Our search for opportunities began with a brainstorming process within each discussion group. We asked each table to generate ideas for potential projects using one or more of these strategies:
Mix and match — What would it look like to combine exciting work from 2 or 3 members of your table?
Shift context — What does it look like to take exciting work and put it in a different location, class (art music, language arts, history, business), age group?
Empower students — what does it look like when students drive the questions, act as mentors to younger students, lead the project
Distribute the work — what changes if you had 10 classes chipping in, what does it look like if you have 100?
Extend the scope — what changes if you can rely on the skills of students/teachers in other classes?
That process gave us a list of ideas that included:
What constitutes “healthy water”
How does water flow through the curriculum
aquaponics (our focus for Collab Lab 22)
connecting questions (inquiry) to answers (outcomes)
Test presentations of water related work before visitors to Discovery World
Tell the story of a drop of water
Tell the story of a drop of water through water bracelets (each token on a bracelet tells part of the story)
Enlist students in UWM’s School of Freshwater Science as mentors to MPS Science teachers working with Project GUTS
Tell the story of the Habitat Hotels constructed for the Harbor District by Bradley Tech students
Extend STEMhero‘s curriculum to connect students to look at water usage of businesses near schools
With those ideas in hand, each group moved on to select one idea and create a vision for what that might look like. Here’s where they landed:
Project Idea 1: Adopt a Storm Drain +
Students adopt one or more storm drains near their school. Students understand the function of storm drains, how pollution can enter the system, and be swept into area streams and Lake Michigan. Inspired by this understanding, they work to keep their storm drain(s) free from garbage that may be swept into the drain and out into area waterways.
Scalability– how can this effort spread
What education levels to target?
Green Schools Consortium
Project Idea 2: If I Were a Drop of Water
Engage student physically, mentally, and emotionally to understand the flow of a drop of water from where it lands in Milwaukee and its journey to Lake Michigan. Use a multidisciplinary approach to help students build these stories, which are then presented to an audience from the wider community.
Across the watersheds which cover Milwaukee in grades 6-12. Pilot the effort in 7th or 8th grade. Prep for the effort in the fall, get students outside in the spring to follow the path of water from their chosen source to the lake.
What’s Needed to Move Forward
Identify locations to use as starting point for water journey
Tap local expertise to do so (building connections between schools and partners)
Do a test run of the water journey with teachers
Map the work envisioned back to curriculum standards
How to get Started
Reach out to science curriculum specialists to help identify schools who might be willing to pilot
Run the idea past local experts to identify source locations that would allow students to follow interesting journeys
Project Idea 3: What Constitutes Healthy Water?
Incorporate actual water issues for Milwaukee– lead, lake levels, etc.
Include water quality into multidisciplinary curriculum
How to get Started
Identify a client (big or small) for the work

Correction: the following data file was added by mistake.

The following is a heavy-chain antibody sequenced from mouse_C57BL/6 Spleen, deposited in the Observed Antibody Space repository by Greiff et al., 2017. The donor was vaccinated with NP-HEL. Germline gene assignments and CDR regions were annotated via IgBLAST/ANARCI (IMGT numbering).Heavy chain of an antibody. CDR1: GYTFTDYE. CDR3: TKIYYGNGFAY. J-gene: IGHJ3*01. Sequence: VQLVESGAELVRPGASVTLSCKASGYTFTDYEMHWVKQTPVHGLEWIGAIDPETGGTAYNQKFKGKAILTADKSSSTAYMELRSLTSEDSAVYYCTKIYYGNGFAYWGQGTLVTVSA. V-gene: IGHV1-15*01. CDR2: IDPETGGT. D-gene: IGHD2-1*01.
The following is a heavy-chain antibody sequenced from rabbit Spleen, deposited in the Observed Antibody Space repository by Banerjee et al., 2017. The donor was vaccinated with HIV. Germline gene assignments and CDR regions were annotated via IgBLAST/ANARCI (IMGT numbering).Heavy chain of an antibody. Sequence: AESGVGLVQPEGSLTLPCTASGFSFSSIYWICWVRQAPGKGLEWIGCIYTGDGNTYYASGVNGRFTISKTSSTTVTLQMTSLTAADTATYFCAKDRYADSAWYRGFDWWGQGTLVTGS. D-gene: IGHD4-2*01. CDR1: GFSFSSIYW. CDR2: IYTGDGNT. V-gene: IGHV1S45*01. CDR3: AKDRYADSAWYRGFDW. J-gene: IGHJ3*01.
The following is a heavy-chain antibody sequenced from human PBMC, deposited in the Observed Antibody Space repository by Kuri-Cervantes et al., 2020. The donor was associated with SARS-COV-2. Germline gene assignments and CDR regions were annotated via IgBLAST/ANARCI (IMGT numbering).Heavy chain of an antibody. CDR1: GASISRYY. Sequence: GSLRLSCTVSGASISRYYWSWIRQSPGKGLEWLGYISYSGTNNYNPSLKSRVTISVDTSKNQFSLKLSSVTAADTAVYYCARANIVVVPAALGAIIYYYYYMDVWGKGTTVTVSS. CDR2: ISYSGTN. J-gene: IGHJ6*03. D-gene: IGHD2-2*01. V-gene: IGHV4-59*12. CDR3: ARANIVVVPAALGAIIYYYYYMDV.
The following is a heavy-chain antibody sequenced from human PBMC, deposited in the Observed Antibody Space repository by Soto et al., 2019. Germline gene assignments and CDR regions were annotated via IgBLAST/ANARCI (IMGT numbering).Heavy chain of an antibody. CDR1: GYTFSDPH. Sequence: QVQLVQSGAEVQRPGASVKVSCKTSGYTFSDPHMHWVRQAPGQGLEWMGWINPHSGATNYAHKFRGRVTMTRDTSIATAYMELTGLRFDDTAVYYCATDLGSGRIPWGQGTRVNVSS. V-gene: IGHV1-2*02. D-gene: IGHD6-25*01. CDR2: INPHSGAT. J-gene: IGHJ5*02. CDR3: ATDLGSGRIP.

Craft a project to engage students in work to explore/address the client’s concerns around water.
Thanks again to The Commons for providing the space, to Amber for facilitating, and our featured participants for the experience and insight they brought to the discussion:
The idea for session came out of conversations we had last summer with Donna Genzmer and Kate Madison faculty members at UWM. Kate and Donna run UWM’s Power of Data Teacher Workshops. The Power of Data (POD) Project offers a 35 hour professional development program in mid-June that helps secondary teachers enhance existing lessons with Geospatial Inquiry. Through NSF funding the program is both free for teachers and offers a stipend to participants. We thought it would be useful to offer teachers interested in exploring how to leverage maps/Geographic Information Systems (GIS) tools a chance to explore some ideas, and connect with resources early in the year so they might better be able to leverage the PODs training.
Milwaukee has a wealth of GIS talent at area universities, industries, and non-profits. Our featured participants brought a broad range of expertise and practical knowledge in the use of GIS/spatial data analysis across a variety of domains. We structured the session to allow participants to share their interests in exposing students to spatial data, explore ideas for potential projects, and solicit advice for how to make that happen.
It’s been almost three years since we started talking with folks about the change coming to education, the implications should Milwaukee lag behind, and what might be done to help move things along. We put together a brief manifesto that called for for connecting area educators who are doing interesting work to learn from each other, applying ideas from lean entrepenuriship and agile development to help educators seed the pace at which they are able to develop and implement innovative practices, and raising the visibility of that work.
Those early conversations led to a short series of workshops we ran in August of 2016. We took what we learned there to kick off our Collab Lab series in earnest that October, with a session focused on maker spaces and Fab Labs. Our friends at The Commons were kind enough to loan us use of space in Ward 4 for our initial pilots and the 21 Collab Labs that have followed as we reach the midpoint of our 3rd season.